It can't be a Gaussian bell curve, as the IQ scores are constrained - they can't be less than zero.

Technically correct that it need not be a bell curve (and it can't be - because the number of people is finite).

But that there are no values below zero is not a reason why it can't conform - as close as a quantized distriution can - to a bell curve (or why the average can't be the same as the mean)
cantdrive85
2.5 / 5 (8) May 08, 2013
What does success have to do with intelligence? Your point is simply that some intelligent people do not succeed. It is also possible to think of a number of people who are successful but of very dubious intelligence.


You cannot be highly successful without a high IQ. Mediocre people do not become CEOs of successful companies, for example. But having a high IQ is no predictor of success unless the individual also displays high motivation.

George W. Bush is dumber than a bag of rocks, yet he became the "leader of the not so free world". It also reveals the IQ of the populace as a whole, the IQ of the lowest common denominator. It's quite apparent the LCD has control of the voting process in Amerika based upon our last several POTUS'. Now were blessed with a POTUS who is barely smart enough to be really dangerous.
cantdrive85
2.3 / 5 (8) May 08, 2013
What does success have to do with intelligence? Your point is simply that some intelligent people do not succeed. It is also possible to think of a number of people who are successful but of very dubious intelligence.
You cannot be highly successful without a high IQ. Mediocre people do not become CEOs of successful companies, for example. But having a high IQ is no predictor of success unless the individual also displays high motivation.
George W. Bush is dumber than a bag of rocks, yet he became the "leader of the not so free world". It also reveals the IQ of the populace as a whole, the IQ of the lowest common denominator. It's quite apparent the LCD has control of the voting process in Amerika based upon our last several POTUS'. Now were blessed with a POTUS who is barely smart enough to be really dangerous.

cantdrive85
1.8 / 5 (5) May 08, 2013
oops, double post, sorry folks.
Nyloc
3 / 5 (2) May 08, 2013
@Fabio: Do you even own an English dictionary? "Fractionating" is a real word, not an error. You might want to look it up.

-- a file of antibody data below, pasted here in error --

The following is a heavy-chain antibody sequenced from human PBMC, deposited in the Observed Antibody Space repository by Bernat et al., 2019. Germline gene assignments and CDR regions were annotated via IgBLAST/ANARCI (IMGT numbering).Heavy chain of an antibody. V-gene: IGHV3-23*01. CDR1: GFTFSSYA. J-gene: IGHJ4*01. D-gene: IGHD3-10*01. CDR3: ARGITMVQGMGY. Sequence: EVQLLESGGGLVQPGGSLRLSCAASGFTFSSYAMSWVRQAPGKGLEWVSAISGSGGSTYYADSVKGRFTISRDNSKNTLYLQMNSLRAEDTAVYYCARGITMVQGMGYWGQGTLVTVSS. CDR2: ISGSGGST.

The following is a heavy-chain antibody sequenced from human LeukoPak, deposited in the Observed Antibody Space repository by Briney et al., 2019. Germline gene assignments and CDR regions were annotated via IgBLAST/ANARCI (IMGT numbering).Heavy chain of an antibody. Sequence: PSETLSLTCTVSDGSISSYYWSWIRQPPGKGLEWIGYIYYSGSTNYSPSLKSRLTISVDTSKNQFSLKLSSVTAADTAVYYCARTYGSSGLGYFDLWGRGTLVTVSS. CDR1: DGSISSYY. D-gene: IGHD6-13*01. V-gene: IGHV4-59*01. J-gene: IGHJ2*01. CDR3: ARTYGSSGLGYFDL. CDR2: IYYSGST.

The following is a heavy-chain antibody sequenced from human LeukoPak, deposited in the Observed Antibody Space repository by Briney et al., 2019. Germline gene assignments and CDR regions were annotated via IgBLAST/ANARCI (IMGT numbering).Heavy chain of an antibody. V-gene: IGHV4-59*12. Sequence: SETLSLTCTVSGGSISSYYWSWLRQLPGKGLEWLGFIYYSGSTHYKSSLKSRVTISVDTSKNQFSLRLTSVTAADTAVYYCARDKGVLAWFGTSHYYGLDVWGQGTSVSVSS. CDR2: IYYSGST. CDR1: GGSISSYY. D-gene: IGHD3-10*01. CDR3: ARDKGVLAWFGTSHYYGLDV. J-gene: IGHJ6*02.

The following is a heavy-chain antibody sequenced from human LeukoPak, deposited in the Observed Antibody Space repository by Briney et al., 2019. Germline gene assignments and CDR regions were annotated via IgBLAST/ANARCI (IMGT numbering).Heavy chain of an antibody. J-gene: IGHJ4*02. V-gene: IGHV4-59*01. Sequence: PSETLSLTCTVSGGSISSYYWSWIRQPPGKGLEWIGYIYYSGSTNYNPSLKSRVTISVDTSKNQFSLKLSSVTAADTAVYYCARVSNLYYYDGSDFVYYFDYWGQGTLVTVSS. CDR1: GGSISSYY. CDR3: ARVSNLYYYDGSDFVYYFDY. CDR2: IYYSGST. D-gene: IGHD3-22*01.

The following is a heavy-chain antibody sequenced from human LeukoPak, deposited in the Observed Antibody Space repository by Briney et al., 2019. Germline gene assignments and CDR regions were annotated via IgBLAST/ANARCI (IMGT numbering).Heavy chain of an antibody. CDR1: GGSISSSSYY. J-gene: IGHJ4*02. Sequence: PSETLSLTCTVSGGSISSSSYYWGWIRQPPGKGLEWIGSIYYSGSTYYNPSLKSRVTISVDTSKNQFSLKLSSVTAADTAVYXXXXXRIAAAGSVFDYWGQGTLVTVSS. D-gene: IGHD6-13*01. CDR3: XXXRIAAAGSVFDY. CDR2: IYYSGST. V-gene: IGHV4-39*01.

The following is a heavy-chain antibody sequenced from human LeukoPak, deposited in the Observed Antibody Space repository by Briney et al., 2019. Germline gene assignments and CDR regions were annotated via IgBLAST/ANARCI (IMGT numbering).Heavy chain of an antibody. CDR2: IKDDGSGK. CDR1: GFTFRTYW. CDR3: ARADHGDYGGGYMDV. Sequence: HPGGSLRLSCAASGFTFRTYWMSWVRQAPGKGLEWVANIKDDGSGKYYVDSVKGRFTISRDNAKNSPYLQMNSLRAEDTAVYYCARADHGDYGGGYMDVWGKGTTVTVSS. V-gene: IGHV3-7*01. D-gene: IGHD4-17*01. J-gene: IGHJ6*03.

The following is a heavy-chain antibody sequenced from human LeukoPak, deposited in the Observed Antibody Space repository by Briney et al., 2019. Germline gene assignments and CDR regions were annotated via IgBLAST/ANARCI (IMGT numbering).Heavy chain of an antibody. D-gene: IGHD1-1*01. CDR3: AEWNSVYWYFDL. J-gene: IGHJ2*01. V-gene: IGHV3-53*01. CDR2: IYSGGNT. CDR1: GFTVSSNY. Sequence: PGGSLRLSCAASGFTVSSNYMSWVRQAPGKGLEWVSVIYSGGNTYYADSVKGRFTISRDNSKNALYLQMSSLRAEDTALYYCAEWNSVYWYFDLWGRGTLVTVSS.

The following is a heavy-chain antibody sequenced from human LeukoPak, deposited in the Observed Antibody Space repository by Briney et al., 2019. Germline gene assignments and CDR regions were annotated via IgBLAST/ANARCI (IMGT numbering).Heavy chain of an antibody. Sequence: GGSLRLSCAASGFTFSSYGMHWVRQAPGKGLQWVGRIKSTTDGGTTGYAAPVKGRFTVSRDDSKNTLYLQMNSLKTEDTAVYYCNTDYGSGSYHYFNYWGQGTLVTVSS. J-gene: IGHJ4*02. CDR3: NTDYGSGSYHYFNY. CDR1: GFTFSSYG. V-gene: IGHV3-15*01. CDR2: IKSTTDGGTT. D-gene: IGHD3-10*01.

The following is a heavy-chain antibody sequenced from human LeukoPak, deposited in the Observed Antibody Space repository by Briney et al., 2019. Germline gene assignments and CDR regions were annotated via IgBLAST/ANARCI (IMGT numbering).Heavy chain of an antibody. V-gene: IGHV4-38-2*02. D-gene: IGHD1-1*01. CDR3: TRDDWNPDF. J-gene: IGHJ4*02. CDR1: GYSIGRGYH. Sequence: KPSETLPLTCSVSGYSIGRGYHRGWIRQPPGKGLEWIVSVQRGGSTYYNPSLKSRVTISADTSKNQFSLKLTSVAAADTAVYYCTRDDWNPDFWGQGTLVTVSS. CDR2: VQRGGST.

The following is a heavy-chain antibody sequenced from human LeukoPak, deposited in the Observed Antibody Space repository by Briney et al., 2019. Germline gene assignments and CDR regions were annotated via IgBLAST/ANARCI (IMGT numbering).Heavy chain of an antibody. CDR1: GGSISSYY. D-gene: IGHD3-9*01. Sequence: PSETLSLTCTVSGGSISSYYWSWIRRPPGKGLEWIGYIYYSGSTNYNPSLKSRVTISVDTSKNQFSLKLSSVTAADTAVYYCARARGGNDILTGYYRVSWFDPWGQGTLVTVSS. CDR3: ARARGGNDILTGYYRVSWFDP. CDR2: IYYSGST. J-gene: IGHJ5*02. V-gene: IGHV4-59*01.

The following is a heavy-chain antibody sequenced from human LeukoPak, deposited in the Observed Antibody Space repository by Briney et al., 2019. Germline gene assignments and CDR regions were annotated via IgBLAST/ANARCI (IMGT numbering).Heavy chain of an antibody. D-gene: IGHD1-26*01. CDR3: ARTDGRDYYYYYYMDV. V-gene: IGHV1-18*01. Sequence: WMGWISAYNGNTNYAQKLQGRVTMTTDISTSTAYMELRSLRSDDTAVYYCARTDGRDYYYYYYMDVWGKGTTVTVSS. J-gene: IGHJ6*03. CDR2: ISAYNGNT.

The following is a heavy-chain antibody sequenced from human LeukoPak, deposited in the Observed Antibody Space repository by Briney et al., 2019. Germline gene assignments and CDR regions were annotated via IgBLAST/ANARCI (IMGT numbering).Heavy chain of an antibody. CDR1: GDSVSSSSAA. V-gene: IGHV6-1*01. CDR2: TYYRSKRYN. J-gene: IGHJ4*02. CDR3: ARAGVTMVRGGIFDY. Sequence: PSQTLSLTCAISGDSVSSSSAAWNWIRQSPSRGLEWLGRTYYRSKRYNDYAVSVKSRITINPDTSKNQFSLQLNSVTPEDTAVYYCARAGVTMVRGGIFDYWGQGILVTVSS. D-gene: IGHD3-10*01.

Fabio, I suggest you read my comment again and look up the article. You'll note that I stated that the CORRECT word was "Fractionating", as per the referenced article. This Phys.org summary has INCORRECTLY named the source document as "Fractioning Human Intelligence" when it is actually "Fractionating Human Intelligence".

Look up the referenced article here:
http://www.cell.c...)00584-3
Egleton
2 / 5 (4) May 11, 2013
I recall a "click" test that was highly correlated with old fashioned IQ.
A sharp click sound was made and the time interval between the time of the noise and the registration on an ECG predicted IQ.
It is not surprising that there are different parts of the brain that process different inputs(ie visual cortex), but it is the speed at which they are processed that varies.
If the speed is too fast memories don't have enough time to form, leading to working memory not being processed correctly, a typical attribute of schizophrenia. We are a work in progress.
Lateme
2 / 5 (3) May 11, 2013
Interesting would be a system-based description of both conventional IQ and the various ways of measuring it. If the researchers hold that our brains are an integration of multiple subsystems (which sounds very plausible), they should be able to identify the subsystems, specify how they are integrated and then reveal (using their theory) how previous IQ tests arrived at their outcomes. IQ tests have generated much data should be amenable to post-diction by a theory that would satisfy me.
richard_dress
1.3 / 5 (3) May 11, 2013
I agree with antialias. The brain's fundamental figure of merit is how well it compares and contrasts/differentiates and integrates. The rest describes abilities, skills, talents, etc..
viajerodelespacio
2.3 / 5 (3) May 12, 2013
an intelligence quotient (IQ) score doesn't actually provide an accurate measure of one's intellect


That may be. However IQ is the most reliable single indicator (also, single most reliable indicator) for predicting an individual's (financial, educational) success in western society.


But isn't this "most reliable indicator" more of a generalization overestimating specific qualities/functions of human intelligence?
Moebius
3 / 5 (4) May 12, 2013
Everything in this article is obvious and I know I've said the same thing in low rated comments (low rated by high IQ's no doubt). An IQ test mostly only measures your ability to take an IQ test.
viajerodelespacio
1 / 5 (1) May 12, 2013
Everything in this article is obvious and I know I've said the same thing in low rated comments (low rated by high IQ's no doubt). An IQ test mostly only measures your ability to take an IQ test.


Haha well said friend!
Czcibor
1 / 5 (3) May 22, 2013
What is thereby debunked (a rather strong word) is that one score captures your mental capabilities effectively.

That was not only well known from many years but there were even accessible tests trying to split testing intelligence on separate areas and grade them individually.

So still, as I said - a catchy title and rather not specially revolutionary findings.